- The Washington Times - Wednesday, October 31, 2001

Virginia Democrat A. Donald McEachin says the next attorney general will have to be an advocate for police, sheriff's departments and other public safety agencies.
In a meeting with editors and reporters at The Washington Times yesterday morning, Mr. McEachin said he will be tough on crime by filling 750 empty police officer and sheriff's deputy slots statewide, as well as the 100 open prosecutor positions.
"It's not more laws they need," he said. "What they need is more help, better pay, better benefits and the filling of those positions."
Mr. McEachin, a state delegate from Henrico County, has a record that shows support for traditionally liberal issues like selling gun locks with handguns and giving a tax credit to buyers for the cost. Yet he also has voted for abortion restrictions and has received awards from the conservative Family Foundation.
Mr. McEachin, who is running against Republican Jerry W. Kilgore on the Nov. 6 ballot, said he recognizes the attorney general's office can be a bully pulpit, but said its primary purpose is to interpret law.
"My job is to tell people what the law is, not what their policy should be," he said.
Mr. McEachin trails Mr. Kilgore, a former prosecutor and secretary of public safety under Gov. George F. Allen, in the polls by a significant margin. But if Virginia history is any guide, it may not matter much what the polls say about the race. For the last six elections, whichever party won the governorship has also won the attorney general's slot.
That will probably hold true this election as well, Mr. McEachin said.
The race has focused so far on Mr. McEachin's votes on gun control and the death penalty: He voted this year for a one-year moratorium on executions so the state could study the issue. But the bill failed, and Mr. McEachin says he no longer supports the moratorium because a study is due out soon.
Besides those issues, though, the next attorney general will have to pick up where the current administration leaves off. That means handling ongoing cases like the Sons of Confederate Veterans' court challenge to a state law that prohibits them from displaying their logo, including the Confederate battle flag, on specialty license plates.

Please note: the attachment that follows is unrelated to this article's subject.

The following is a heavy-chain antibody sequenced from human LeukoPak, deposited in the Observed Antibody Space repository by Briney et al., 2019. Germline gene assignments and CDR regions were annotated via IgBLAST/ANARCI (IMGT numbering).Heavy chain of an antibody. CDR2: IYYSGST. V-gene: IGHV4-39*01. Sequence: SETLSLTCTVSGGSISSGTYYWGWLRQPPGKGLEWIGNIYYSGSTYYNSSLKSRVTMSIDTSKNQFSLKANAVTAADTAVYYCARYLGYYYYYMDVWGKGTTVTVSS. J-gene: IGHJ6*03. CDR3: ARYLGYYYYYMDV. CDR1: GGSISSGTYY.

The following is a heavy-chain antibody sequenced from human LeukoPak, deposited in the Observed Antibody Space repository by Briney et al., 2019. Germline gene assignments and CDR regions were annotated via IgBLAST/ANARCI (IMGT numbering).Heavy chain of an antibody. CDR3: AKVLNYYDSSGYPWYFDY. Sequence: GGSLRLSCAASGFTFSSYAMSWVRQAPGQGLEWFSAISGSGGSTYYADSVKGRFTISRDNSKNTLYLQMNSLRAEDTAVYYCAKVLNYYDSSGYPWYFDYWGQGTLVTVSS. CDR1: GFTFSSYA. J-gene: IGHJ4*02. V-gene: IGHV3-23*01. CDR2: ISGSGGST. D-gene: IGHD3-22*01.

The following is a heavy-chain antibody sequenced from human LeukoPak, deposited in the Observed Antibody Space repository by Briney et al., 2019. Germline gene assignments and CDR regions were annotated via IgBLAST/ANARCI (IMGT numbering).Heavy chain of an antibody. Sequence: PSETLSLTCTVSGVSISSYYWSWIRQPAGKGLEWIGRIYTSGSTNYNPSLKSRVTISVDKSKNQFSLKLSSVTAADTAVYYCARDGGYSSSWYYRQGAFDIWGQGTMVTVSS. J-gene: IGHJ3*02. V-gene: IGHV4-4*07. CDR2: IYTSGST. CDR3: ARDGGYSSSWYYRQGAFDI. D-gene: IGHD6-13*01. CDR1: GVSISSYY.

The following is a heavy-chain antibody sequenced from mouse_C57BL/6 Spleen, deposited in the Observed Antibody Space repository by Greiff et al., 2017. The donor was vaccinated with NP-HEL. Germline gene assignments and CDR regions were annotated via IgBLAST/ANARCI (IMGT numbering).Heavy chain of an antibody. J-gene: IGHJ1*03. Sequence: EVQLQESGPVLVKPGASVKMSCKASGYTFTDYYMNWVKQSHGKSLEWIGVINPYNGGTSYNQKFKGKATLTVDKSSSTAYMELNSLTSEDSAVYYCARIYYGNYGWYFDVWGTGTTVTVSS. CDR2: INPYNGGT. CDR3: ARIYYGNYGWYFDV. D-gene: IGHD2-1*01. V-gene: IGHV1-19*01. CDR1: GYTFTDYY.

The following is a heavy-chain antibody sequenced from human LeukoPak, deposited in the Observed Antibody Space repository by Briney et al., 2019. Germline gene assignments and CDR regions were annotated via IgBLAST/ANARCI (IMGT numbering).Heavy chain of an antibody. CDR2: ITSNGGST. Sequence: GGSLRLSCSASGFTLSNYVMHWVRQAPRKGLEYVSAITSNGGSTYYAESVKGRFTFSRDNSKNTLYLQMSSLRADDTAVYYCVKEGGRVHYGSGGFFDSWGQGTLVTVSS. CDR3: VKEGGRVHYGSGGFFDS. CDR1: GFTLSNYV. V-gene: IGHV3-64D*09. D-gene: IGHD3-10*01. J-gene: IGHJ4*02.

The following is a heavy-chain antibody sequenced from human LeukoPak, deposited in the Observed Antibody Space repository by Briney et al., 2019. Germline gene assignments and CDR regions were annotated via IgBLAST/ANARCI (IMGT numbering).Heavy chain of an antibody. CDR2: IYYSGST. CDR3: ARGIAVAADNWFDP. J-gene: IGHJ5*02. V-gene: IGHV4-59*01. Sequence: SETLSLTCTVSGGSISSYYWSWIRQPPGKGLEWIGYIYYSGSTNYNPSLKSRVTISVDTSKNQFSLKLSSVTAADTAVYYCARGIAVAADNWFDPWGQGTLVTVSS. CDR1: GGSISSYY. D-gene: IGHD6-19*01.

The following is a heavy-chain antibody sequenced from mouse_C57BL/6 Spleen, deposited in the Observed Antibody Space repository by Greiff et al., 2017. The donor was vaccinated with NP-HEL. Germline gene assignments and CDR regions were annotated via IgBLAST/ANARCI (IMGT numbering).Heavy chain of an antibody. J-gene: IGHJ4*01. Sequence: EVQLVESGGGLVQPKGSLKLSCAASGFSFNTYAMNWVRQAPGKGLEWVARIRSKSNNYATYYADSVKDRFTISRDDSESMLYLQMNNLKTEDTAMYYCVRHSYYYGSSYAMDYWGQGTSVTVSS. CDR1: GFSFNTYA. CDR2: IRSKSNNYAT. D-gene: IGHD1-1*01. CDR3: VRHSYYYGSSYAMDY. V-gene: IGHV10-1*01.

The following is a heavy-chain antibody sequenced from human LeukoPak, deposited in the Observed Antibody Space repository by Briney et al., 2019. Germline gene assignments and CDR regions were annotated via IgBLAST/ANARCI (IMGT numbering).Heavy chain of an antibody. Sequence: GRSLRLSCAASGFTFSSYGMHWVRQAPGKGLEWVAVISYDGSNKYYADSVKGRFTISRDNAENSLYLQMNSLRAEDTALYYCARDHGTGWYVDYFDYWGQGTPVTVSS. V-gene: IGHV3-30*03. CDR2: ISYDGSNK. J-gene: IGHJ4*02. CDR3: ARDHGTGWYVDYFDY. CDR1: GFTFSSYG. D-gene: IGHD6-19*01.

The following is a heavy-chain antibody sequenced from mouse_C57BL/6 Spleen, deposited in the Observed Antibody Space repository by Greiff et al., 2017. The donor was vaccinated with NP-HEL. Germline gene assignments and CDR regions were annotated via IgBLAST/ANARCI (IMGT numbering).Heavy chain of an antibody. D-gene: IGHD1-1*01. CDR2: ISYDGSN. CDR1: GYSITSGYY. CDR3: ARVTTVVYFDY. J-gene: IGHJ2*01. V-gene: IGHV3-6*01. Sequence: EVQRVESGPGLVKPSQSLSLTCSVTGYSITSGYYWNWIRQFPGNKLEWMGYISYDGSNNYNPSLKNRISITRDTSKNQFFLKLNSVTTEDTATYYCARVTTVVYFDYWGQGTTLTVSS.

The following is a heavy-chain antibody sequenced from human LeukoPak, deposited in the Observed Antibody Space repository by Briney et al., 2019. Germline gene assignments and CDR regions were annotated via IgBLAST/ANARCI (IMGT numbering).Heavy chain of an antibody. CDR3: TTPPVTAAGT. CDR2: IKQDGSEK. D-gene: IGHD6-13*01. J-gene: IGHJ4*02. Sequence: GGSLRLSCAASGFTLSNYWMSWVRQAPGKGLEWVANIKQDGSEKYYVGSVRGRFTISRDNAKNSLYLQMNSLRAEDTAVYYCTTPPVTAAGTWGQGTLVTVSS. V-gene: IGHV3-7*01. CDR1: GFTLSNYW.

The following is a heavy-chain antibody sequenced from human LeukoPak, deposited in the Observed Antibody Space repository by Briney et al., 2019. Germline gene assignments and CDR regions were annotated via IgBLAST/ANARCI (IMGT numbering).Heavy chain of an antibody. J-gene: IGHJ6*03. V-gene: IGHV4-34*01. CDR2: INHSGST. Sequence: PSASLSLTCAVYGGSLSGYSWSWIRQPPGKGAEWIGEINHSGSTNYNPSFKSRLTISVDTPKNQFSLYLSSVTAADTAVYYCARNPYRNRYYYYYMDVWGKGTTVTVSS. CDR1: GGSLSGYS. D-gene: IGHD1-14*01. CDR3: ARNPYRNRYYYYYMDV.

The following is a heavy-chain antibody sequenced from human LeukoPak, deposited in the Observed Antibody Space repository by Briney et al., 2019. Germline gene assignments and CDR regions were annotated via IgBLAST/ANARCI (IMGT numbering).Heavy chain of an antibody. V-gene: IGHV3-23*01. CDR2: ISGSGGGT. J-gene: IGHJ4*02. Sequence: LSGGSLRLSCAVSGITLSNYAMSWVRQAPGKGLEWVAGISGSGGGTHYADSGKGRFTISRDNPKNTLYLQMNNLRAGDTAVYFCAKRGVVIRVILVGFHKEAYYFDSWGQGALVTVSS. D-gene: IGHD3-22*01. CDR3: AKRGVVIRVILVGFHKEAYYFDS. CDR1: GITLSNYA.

A federal district court ruled in favor of the Sons, but the state appealed the case. Mr. McEachin said if the appeals court rules against the state he will continue fighting to the Supreme Court a policy he will follow in every litigation, unless he deems the action "frivolous."
Mr. Kilgore disagrees, saying if the appeals court rules against the state the ruling should be accepted.
On other issues:
Mr. Kilgore supports a law that would allow police to pull over a driver who isn't wearing a seat belt. Current law only allows a ticket to be issued for not wearing a seat belt if the car was pulled over for another offense first. Mr. Kilgore supports the current law.
Both men support the Virginia Military Institute's policy of holding grace before meals and say they can defend the policy in court.
Mr. Kilgore supports the use of red-light cameras to catch speeders as long as it's under Virginia's current lawwhich requires a police officer to review the ticket and doesn't let private companies control the process. Mr. McEachin opposes the cameras, saying they turn the notion of "innocent until proven guilty" upside down.
Mr. McEachin said he would be in favor of a law that requires drivers using cell phones to have a hands-free device. Mr. Kilgore says drivers should be left to police themselves.

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